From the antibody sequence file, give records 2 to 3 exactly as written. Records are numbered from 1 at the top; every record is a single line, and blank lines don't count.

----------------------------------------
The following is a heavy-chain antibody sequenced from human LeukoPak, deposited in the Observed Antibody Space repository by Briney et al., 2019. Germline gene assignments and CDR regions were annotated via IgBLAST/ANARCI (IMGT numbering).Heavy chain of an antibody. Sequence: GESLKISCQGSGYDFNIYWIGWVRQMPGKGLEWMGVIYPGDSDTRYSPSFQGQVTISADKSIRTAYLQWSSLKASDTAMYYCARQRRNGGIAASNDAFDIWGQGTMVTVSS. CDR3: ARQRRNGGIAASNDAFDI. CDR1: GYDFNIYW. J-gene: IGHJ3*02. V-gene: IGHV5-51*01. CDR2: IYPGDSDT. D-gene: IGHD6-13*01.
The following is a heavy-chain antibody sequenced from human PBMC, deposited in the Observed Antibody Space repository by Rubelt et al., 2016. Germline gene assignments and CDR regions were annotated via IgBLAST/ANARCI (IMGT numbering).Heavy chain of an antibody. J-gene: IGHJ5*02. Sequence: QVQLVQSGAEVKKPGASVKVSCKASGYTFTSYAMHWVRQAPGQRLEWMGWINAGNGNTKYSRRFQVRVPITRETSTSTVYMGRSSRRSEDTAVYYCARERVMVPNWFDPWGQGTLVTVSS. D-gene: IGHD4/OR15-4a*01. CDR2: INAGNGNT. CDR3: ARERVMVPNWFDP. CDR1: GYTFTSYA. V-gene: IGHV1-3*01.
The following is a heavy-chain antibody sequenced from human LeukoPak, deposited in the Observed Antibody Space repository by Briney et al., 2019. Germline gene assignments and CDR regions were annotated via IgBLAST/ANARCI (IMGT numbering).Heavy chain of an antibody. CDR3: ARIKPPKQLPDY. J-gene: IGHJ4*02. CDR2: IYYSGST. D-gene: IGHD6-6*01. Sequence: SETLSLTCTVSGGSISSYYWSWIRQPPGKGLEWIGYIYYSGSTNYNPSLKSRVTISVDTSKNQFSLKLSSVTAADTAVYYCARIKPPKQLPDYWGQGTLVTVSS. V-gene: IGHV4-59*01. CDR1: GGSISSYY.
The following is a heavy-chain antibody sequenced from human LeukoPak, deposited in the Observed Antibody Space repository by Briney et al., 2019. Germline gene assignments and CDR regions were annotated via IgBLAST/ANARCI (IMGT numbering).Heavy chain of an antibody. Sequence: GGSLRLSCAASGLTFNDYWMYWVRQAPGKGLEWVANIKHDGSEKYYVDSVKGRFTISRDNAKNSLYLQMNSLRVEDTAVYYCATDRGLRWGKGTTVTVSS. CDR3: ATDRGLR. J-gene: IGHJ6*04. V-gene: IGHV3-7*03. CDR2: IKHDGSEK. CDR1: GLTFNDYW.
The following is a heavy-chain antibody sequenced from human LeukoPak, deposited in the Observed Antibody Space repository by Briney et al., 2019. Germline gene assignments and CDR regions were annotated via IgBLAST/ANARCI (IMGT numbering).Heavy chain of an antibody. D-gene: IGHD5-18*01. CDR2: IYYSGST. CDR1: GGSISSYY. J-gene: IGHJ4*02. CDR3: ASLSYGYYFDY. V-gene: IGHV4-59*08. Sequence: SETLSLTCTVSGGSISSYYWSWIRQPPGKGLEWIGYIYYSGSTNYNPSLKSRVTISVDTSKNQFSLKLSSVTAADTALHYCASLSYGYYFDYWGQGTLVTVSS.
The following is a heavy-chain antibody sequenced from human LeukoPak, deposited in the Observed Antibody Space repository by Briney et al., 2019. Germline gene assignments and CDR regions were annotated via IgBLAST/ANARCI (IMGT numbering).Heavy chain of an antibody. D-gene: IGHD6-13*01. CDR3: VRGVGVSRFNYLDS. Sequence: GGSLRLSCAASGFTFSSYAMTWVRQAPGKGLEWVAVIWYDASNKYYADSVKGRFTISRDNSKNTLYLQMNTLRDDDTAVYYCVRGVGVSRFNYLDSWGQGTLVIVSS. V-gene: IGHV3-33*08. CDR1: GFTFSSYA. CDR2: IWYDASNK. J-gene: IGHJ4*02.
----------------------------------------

The following is a heavy-chain antibody sequenced from human PBMC, deposited in the Observed Antibody Space repository by Rubelt et al., 2016. Germline gene assignments and CDR regions were annotated via IgBLAST/ANARCI (IMGT numbering).Heavy chain of an antibody. J-gene: IGHJ5*02. Sequence: QVQLVQSGAEVKKPGASVKVSCKASGYTFTSYAMHWVRQAPGQRLEWMGWINAGNGNTKYSRRFQVRVPITRETSTSTVYMGRSSRRSEDTAVYYCARERVMVPNWFDPWGQGTLVTVSS. D-gene: IGHD4/OR15-4a*01. CDR2: INAGNGNT. CDR3: ARERVMVPNWFDP. CDR1: GYTFTSYA. V-gene: IGHV1-3*01.
The following is a heavy-chain antibody sequenced from human LeukoPak, deposited in the Observed Antibody Space repository by Briney et al., 2019. Germline gene assignments and CDR regions were annotated via IgBLAST/ANARCI (IMGT numbering).Heavy chain of an antibody. CDR3: ARIKPPKQLPDY. J-gene: IGHJ4*02. CDR2: IYYSGST. D-gene: IGHD6-6*01. Sequence: SETLSLTCTVSGGSISSYYWSWIRQPPGKGLEWIGYIYYSGSTNYNPSLKSRVTISVDTSKNQFSLKLSSVTAADTAVYYCARIKPPKQLPDYWGQGTLVTVSS. V-gene: IGHV4-59*01. CDR1: GGSISSYY.